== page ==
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heavy equipment accidents

Discussion in 'Safety Issues' started by Spangles, Sep 23, 2017.

  1. Spangles

    Spangles Well-Known Member

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    I had no idea there's so many in this day and age....



    Truely shocked.

    Spangles
     
  2. old-iron-habit

    old-iron-habit Senior Member

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    Every day there are new ones. Every day some family ends up hurting or losing loved ones.
     
  3. oldtanker

    oldtanker Senior Member

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    Note: Looks like most of accidents took place in countries that were part of the former Soviet Union including Russia, Asia including India and maybe South America.

    Consider just how many job sites there are around your local area. Now think of how many are active just in the US. Now expand that to the entire world. Many of those job sites are in countries with few if any safety regulations nor agencies to enforce them. Russia, China, most of Asia including India, the Middle East, Africa and South America have terrible track records. Most often no one is held accountable unless someone "important" is killed or injured or there is mass causalities. They often use substandard safety equipment if they use any at all. The equipment may be in poor shape. Operator training is most likely nonexistent. The only people who care are the families of those injured or killed. No fines levied, no one goes to jail, they just hire someone else.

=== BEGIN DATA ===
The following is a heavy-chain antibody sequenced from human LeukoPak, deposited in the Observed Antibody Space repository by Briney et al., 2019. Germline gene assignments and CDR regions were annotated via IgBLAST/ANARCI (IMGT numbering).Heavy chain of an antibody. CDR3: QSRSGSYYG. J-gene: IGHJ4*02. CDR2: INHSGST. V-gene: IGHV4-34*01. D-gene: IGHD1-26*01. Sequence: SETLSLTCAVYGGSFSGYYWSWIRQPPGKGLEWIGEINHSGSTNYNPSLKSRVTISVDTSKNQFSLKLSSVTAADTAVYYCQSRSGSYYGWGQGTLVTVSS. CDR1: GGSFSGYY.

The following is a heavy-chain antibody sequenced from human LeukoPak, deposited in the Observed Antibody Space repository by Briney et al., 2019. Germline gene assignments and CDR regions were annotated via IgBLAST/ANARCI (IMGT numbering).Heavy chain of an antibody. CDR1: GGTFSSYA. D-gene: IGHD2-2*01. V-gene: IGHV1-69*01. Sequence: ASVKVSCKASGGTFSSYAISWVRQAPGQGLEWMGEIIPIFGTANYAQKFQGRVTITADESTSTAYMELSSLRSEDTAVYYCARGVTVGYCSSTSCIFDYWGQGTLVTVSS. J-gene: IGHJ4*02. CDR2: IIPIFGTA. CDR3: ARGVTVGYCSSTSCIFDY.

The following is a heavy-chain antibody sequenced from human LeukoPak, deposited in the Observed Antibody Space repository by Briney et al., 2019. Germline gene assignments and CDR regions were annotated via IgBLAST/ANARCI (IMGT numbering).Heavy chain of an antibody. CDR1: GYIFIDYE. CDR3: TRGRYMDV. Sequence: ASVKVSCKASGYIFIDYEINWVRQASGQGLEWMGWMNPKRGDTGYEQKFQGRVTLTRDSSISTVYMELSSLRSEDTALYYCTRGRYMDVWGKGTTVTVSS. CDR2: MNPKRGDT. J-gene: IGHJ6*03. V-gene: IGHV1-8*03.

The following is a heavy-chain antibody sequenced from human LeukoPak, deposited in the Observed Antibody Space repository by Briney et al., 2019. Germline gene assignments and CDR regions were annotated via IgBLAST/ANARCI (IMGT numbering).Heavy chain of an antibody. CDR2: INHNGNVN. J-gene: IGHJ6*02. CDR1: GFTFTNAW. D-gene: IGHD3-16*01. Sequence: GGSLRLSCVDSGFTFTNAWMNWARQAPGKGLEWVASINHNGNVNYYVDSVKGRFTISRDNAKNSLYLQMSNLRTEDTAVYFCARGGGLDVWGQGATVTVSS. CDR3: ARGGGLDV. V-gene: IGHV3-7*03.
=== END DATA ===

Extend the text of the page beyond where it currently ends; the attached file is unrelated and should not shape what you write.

Most of western Europe, Canada, the US and Australia have pretty tuff safety regulations/laws for work place safety.

    Rick
     
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  4. Delmer

    Delmer Senior Member

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    And to add to that list of reasons, a lot of those places are JUST NOW being mechanized, there isn't the history of growing up running a tractor, hoe, dozer, then crane or whatever. Instead, it's "you can drive a truck, a loader's not much different"
     
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  5. ol'stonebreaker

    ol'stonebreaker Senior Member

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    A whole lot of ignorance with some stupid thrown in!! Loading/unloading tracked eqpt. on an icy steel deck is just asking for disaster
    Mike
     
  6. Welder Dave

    Welder Dave Senior Member

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    It's amazing how so much is on video. Not everything in that video is an accident but sure some stupid people. The last one with the long reach excavator, I was expecting the guy half way out the door to fall in the hole.
     
  7. Spangles

    Spangles Well-Known Member

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    That long reach excavator made me cringe so much. I'd hate to imagine what would happen if the edge gave way...
     
  8. DMiller

    DMiller Senior Member

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    We had licensed crane operator master riggers screw up MAJOR league Luckily they caught the issues before a bad lift. They were raising a 50 ton squirt boom truck crane on straps, three times they began the lift and the strapping cut, they almost lost it twice. Finally our weld shop built softeners of steel plates and pipe so the straps would not pull to a hard 90 degree on a edge.